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Scientists Map the Evolution of Our “Little Brain”

A human brain glowing yellow.
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Expansion of the neocortex

The neocortex is the largest and youngest part of the mammalian brain. Human beings’ higher cognitive abilities have long been attributed to the evolution of the neocortex, but a new study suggests we shouldn’t neglect the role of the “little brain” – the cerebellum.

A collaborative team of scientists has explored and mapped the cellular landscape of the cerebellum. “Although the cerebellum, a structure at the back of the skull, contains about 80% of all neurons in the whole human brain, this was long considered a brain region with a rather simple cellular architecture,” explains Professor Henrik Kaessmann, research group leader in the Center for Molecular Biology at Heidelberg University, and the study’s lead author.

Novel technologies such as single-cell sequencing are enabling scientists to map the heterogeneity of cells within tissues. Recent work analyzing the mammalian brain has implied that the cerebellum’s structure might not be so “simple” after all, a notion that is emphasized by Kaessmann and colleagues’ new study published in Nature.

Tracing the evolution of the cerebellum using single-cell sequencing

“In this study, we generated single-nucleus RNA-sequencing data for ~400,000 cells to trace cerebellum development from early neurogenesis to adulthood in human, mouse and the marsupial opossum,” Kaessmann and colleagues describe.

What is RNA sequencing, and why is it used?

RNA-sequencing is a technique that analyzes the quantity and sequences of RNA within a sample, using next-generation sequencing (NGS) approaches. Applying RNA-seq to single cells can identify which genes are “turned on” or “turned off” in a specific cell, creating a clearer picture of the different types of cells and their encoded functions within a sample.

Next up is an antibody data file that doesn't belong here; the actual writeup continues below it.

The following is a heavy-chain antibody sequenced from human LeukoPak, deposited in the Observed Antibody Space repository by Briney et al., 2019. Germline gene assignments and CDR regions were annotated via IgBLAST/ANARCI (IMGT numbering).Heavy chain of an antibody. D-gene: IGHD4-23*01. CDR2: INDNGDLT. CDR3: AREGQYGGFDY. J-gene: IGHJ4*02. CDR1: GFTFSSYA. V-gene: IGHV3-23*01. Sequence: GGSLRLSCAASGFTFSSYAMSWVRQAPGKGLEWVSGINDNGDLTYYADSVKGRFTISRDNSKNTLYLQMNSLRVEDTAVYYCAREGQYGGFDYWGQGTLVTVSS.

“We established a consensus classification of the cellular diversity in the developing mammalian cerebellum and validated it by spatial mapping in the fetal human cerebellum,” the researchers add.

Human cerebellum has a higher number of Purkinje cells

The human cerebellum comprises a large number of Purkinje cells. Named after the Czech anatomist Jan Evangelista Purkyně – who described them in the 19th century – these cells are large neurons with complex functions in the cerebellum. In the early stages of fetal development, the human cerebellum has almost double the amount of Purkinje cells than mouse and possum brains.

Kaessman and colleagues observed an increase in a particular subtype of Purkinje cell that is created first during development. “It stands to reason that the expansion of these specific types of Purkinje cells during human evolution supports higher cognitive functions in humans,” explains Dr. Mari Sepp, a postdoctoral student in Kaessmann’s lab.

A need to consider alternative animal models in biomedical research

The researchers compared gene expression profiles across the cerebellum cells from humans, mice and the opossum, identifying specific activity programs that have been conserved across species for ~160 million years of evolution. The data implies that these expression patterns – and the cellular programs that underpin them – are key for determining the cell type identities within the mammalian cerebellum.

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“However, we also identified many orthologous genes that gained or lost expression in cerebellar neural cell types in one of the species, or evolved new expression trajectories during neuronal differentiation, indicating widespread gene repurposing at the cell type level,” Kaessmann and colleagues say.

“At the level of cell types, it happens fairly frequently that genes obtain new activity profiles,” says Dr. Kevin Leiss, a former doctoral student in Kaessmann’s lab. “This means that ancestral genes, present in all mammals, become active in new cell types during evolution, potentially changing the properties of these cells.”

Several of the gene activity profiles that varied between human and mouse cerebellum samples have been linked to childhood brain cancers and neurodevelopmental disorders. Professor Stefan Pfister, director at the Hopp Children’s Cancer Center Heidelberg and co-author of the study, emphasizes the need to consider a wider variety of models when studying human diseases.

Reference: Sepp M, Leiss K, Murat F, et al. Cellular development and evolution of the mammalian cerebellum. Nature. 2023. doi: 10.1038/s41586-023-06884-x

This article is a rework of a press release issued by Heidelberg University. Material has been edited for length and content.